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NFAA Easton Yankton
Archery Complex

800 Archery Lane
Yankton, SD 57078
605-260-9282
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Yankton archery complex drawing local, international attention

Maybe it's our Midwestern modesty that prevents us from truly trumpeting our successes.

We know when we've got something good, and we're content with that knowledge, even if accolades from across the country or, in the case of the NFAA Easton Yankton Archery Complex in Yankton, from throughout the world, are pouring in.

Within archery circles, Yankton's a big name, but many around here might not appreciate what that means. On the heels of hosting the World Archery Youth Championships in June, Yankton was recently chosen to host the 2018 World Archery Indoor Championships and 2020 World Archery Field Championships.

"A lot of the people that make decisions were here (this summer), witnessed what we did, and they were impressed. The whole archery world knows Yankton, South Dakota," said Bruce Cull, president of the National Field Archery Association, which relocated its headquarters from California to Yankton in 2008.

With the world's best archers making stops in town, people are beginning to take notice. It also doesn't hurt when bows and arrows are making more frequent appearances in pop culture.

"Everything that's been done in movies and Hollywood has been a pretty good tool," Cull said. "Recreational archers are a growing number nationwide."

With a popular TV show in "Arrow" and successful movies such as "Brave" and the blockbuster "Hunger Games" franchise, more people, especially youth, are taking an interest in the sport.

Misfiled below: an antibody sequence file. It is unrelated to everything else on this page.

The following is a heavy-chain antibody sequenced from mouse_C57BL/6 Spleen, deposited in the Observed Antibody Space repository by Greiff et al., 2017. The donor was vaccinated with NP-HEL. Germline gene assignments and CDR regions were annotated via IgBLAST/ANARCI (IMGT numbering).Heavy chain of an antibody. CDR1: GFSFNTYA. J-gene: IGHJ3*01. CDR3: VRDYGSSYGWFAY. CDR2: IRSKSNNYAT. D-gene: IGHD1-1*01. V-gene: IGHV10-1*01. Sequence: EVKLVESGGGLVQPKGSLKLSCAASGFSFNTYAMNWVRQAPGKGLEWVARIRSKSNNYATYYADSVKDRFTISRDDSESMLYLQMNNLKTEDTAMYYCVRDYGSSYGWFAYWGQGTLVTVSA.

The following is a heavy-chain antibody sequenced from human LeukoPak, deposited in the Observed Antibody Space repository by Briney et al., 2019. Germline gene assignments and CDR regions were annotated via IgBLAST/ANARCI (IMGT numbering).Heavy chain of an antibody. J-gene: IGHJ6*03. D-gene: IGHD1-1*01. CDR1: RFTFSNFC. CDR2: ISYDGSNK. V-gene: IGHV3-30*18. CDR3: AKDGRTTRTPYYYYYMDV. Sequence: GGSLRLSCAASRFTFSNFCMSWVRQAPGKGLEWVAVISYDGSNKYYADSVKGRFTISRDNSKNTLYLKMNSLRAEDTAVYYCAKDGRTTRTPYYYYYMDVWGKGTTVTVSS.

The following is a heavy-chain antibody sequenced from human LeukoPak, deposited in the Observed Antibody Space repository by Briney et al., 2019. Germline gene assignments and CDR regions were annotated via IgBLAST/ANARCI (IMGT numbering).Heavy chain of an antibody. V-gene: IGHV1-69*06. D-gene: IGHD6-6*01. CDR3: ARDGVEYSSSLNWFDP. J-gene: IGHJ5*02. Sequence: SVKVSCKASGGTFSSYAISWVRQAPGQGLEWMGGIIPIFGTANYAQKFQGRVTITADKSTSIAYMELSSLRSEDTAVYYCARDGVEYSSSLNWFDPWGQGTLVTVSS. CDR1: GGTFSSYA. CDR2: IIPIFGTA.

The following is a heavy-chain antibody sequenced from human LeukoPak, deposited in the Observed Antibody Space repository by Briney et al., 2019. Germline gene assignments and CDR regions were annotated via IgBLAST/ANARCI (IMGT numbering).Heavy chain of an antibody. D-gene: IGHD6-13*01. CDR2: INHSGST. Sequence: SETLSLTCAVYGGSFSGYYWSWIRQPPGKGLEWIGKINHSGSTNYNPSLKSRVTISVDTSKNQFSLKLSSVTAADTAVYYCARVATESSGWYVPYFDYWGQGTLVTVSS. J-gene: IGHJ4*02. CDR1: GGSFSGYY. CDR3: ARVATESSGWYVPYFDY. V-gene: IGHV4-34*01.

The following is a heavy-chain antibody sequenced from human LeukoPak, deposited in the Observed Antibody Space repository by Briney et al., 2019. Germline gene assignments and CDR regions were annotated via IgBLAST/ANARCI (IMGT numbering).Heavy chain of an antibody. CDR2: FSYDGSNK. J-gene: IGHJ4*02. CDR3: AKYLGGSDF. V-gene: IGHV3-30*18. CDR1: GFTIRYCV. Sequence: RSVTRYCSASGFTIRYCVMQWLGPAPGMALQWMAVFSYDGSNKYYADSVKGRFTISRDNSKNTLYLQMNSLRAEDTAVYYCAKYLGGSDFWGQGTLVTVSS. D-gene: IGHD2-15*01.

"There's more teenage girls involved than ever," said Cull, not surprised given the popularity of Katniss Everdeen, the heroine of "The Hunger Games" who's portrayed in the movies by Jennifer Lawrence.

The increased popularity is satisfying to Cull, a Yankton native who was exposed to archery in elementary school P.E. classes and was bow hunting by age 12.

So when the National Field Archery Association, formed in 1939, announced its intentions to move its headquarters to a more centralized location in the United States, Cull thought Yankton would be a great choice. There were already a number of bow hunters in the area and some who also did target shooting. City and state leaders put together an incentive package to land the NFAA headquarters.

Since then, major archery supporters such as the Easton Foundation have supplied grants to expand the center to nearly 50,000 square feet sitting on almost 100 acres with Olympic-caliber shooting ranges. The center also includes meeting rooms available for public use, a studio that martial arts and fitness instructors use for classes and the NFAA Foundation Archery museum.

Cull said hosting large tournaments helps sustain the complex, but helping beginners take up the sport is just as important

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The facility is open for public and recreational shooting. Coaches teach the sport to beginning and experienced shooters. Kids are having birthday parties, and companies have conducted team-building activities through archery here, Cull said.

There is a noticed uptick in local interest in archery, Cull said. That showed this summer, when 880 volunteers helped with the World Archery Youth Championships, which drew some 600 competitors from 60 countries. That volunteer turnout exposed international archery officials to the Midwestern hospitality and willingness to help that we're all familiar with.

"They're impressed with the community, the tri-state area," Cull said.

But then, this kind of support for events and activities in our communities isn't unusual.

We've always known it existed.

The archery world's now just finding out.

- NICK HYTREK, Sioux City Journal, nhytrek@siouxcityjournal.com

Read original article here.